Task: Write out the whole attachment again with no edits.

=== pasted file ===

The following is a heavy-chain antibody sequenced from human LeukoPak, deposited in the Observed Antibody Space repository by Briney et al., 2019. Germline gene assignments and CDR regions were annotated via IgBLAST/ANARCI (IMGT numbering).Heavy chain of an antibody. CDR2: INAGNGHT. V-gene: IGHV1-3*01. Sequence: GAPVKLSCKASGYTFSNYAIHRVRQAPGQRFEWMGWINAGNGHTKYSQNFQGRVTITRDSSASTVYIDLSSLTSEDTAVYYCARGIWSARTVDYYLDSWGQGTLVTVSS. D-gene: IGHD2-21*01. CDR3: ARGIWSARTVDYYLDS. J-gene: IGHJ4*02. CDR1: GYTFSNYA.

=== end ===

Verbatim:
The following is a heavy-chain antibody sequenced from human LeukoPak, deposited in the Observed Antibody Space repository by Briney et al., 2019. Germline gene assignments and CDR regions were annotated via IgBLAST/ANARCI (IMGT numbering).Heavy chain of an antibody. CDR2: INAGNGHT. V-gene: IGHV1-3*01. Sequence: GAPVKLSCKASGYTFSNYAIHRVRQAPGQRFEWMGWINAGNGHTKYSQNFQGRVTITRDSSASTVYIDLSSLTSEDTAVYYCARGIWSARTVDYYLDSWGQGTLVTVSS. D-gene: IGHD2-21*01. CDR3: ARGIWSARTVDYYLDS. J-gene: IGHJ4*02. CDR1: GYTFSNYA.